A & E

Published on November 14th, 2017 | by Chelsea Seifer

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Zootsuit review

Luis Valdez’s play “Zoot Suit”, first published in 1980,  has been renowned for decades and recently adopted by the Samo theater program.

Giving a voice and shining a spotlight on the controversy over the Sleepy Lagoon murders and Zoot Suit riots that followed, this play is about innocence, nationalism, justice and racism in the 1940s.  It takes place in our very own city of Los Angeles, and tells the historical tale of a murder case sentenced unjustly and a man’s personal struggle between loyalty and self-preservation.

Additionally, the plays’ use of stage management and foreign terms really adds to the plays’ hispanic hereditary roots. With “Zoot Suit’s” language barrier and frequent use of prolonged Spanish, the change in language provides authenticism to the play. Even if the viewer isn’t fluent or a native speaker, context allows language to be interpreted easily. Being myself a mediocre spanish two student, some segments kind of lost me, but this was a small price to pay for the real chicano effect that the spanish gives to the play.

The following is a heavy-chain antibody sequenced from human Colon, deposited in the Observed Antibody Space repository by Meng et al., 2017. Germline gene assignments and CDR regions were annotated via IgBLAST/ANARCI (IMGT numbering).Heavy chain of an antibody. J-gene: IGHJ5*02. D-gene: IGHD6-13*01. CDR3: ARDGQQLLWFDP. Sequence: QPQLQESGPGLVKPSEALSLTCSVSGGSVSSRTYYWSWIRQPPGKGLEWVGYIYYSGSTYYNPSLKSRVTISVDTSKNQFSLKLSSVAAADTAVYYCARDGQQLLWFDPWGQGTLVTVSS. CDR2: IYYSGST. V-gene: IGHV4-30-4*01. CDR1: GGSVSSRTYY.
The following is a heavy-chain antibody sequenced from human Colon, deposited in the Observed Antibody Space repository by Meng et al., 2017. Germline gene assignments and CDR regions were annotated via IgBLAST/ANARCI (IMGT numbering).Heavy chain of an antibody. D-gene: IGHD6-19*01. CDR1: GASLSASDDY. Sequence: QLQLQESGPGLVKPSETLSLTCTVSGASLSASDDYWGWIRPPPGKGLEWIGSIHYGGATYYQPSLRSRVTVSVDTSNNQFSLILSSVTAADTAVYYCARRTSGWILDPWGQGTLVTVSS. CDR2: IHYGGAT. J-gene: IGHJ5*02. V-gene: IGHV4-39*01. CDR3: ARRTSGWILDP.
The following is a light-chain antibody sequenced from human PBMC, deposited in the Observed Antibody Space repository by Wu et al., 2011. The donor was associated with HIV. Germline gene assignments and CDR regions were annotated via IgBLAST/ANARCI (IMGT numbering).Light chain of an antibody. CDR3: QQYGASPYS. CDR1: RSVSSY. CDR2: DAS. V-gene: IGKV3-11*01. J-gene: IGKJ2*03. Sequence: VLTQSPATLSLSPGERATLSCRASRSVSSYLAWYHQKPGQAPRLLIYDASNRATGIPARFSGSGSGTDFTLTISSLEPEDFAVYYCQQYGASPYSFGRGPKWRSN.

I feel that the unique staging of the lead, La Pachuca Adya Mohanty (’18), as an almost ever present subconscious to protagonist Henry, Victor Cruz Martinez (’18), makes her dialogue feel like

his alter ego and the voice of the Zoot Suiters, as if her narrative is his gang-edition of a moral compass. In addition, the rearrangement of the humanities center seating for the performance makes the audience feel like the jury to the court during the trial scenes of the play, which gives a more intimate perspective for viewers.

From the use of red lighting to simulate passion and the bloodiness of the riots, to the backdrops of actual newspaper articles that factor in an element of reality, the stage management brings the play to life and makes it feel current, even though it was decades ago.

From striking show design to pathos-inducing acting, the Samo theater program has certainly done justice to the play, the story, the people and the residing spirits of Henry Reyna. This is a great production for all theater fanatics, spirited Samo supporters, or even just fluent spanish speakers who are down to chill in the Humanities Center for two hours.

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